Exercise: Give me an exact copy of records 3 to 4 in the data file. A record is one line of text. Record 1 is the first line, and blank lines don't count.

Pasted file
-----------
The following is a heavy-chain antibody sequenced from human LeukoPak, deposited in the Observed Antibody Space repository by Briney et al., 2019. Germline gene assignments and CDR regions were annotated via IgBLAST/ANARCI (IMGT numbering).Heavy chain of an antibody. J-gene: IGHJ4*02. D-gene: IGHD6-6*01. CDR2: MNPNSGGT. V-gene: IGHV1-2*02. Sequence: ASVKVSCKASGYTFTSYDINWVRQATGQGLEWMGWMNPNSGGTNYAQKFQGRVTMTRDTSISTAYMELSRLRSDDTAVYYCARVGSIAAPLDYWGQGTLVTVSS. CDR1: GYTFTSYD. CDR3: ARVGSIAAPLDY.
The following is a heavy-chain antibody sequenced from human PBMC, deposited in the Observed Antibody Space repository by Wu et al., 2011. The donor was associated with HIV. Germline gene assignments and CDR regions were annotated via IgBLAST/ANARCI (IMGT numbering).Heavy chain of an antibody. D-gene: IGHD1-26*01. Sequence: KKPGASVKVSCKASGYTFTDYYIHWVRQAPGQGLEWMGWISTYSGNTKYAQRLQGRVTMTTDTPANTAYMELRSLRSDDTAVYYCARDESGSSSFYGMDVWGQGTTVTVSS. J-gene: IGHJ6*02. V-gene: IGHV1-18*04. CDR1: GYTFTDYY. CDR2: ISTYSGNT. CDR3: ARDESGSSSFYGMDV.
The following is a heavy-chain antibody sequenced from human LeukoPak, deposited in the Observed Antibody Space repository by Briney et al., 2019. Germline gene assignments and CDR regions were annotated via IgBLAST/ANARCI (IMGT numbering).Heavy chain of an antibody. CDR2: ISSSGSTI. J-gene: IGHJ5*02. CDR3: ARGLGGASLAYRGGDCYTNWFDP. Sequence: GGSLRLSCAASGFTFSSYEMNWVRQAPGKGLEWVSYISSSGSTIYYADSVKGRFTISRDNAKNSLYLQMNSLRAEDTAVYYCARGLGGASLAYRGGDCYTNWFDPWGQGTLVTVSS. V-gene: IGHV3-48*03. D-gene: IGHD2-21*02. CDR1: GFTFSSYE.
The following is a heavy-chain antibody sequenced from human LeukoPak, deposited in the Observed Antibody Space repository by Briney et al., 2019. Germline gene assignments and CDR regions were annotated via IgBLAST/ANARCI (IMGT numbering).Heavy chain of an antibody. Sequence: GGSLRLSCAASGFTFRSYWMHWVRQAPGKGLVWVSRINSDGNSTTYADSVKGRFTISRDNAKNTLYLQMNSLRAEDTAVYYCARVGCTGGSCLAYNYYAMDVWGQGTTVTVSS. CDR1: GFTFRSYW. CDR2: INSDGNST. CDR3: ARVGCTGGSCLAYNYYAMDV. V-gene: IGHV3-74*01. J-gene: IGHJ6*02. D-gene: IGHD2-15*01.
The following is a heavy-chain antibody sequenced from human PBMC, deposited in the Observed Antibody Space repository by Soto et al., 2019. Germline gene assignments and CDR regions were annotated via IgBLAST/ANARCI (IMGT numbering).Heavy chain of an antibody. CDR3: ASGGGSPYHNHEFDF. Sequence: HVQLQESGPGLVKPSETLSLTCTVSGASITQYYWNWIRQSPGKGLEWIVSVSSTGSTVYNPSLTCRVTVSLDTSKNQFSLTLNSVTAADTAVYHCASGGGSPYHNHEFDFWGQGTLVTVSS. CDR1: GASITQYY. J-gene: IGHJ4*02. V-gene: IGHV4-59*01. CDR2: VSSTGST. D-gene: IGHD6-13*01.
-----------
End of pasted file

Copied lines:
The following is a heavy-chain antibody sequenced from human LeukoPak, deposited in the Observed Antibody Space repository by Briney et al., 2019. Germline gene assignments and CDR regions were annotated via IgBLAST/ANARCI (IMGT numbering).Heavy chain of an antibody. CDR2: ISSSGSTI. J-gene: IGHJ5*02. CDR3: ARGLGGASLAYRGGDCYTNWFDP. Sequence: GGSLRLSCAASGFTFSSYEMNWVRQAPGKGLEWVSYISSSGSTIYYADSVKGRFTISRDNAKNSLYLQMNSLRAEDTAVYYCARGLGGASLAYRGGDCYTNWFDPWGQGTLVTVSS. V-gene: IGHV3-48*03. D-gene: IGHD2-21*02. CDR1: GFTFSSYE.
The following is a heavy-chain antibody sequenced from human LeukoPak, deposited in the Observed Antibody Space repository by Briney et al., 2019. Germline gene assignments and CDR regions were annotated via IgBLAST/ANARCI (IMGT numbering).Heavy chain of an antibody. Sequence: GGSLRLSCAASGFTFRSYWMHWVRQAPGKGLVWVSRINSDGNSTTYADSVKGRFTISRDNAKNTLYLQMNSLRAEDTAVYYCARVGCTGGSCLAYNYYAMDVWGQGTTVTVSS. CDR1: GFTFRSYW. CDR2: INSDGNST. CDR3: ARVGCTGGSCLAYNYYAMDV. V-gene: IGHV3-74*01. J-gene: IGHJ6*02. D-gene: IGHD2-15*01.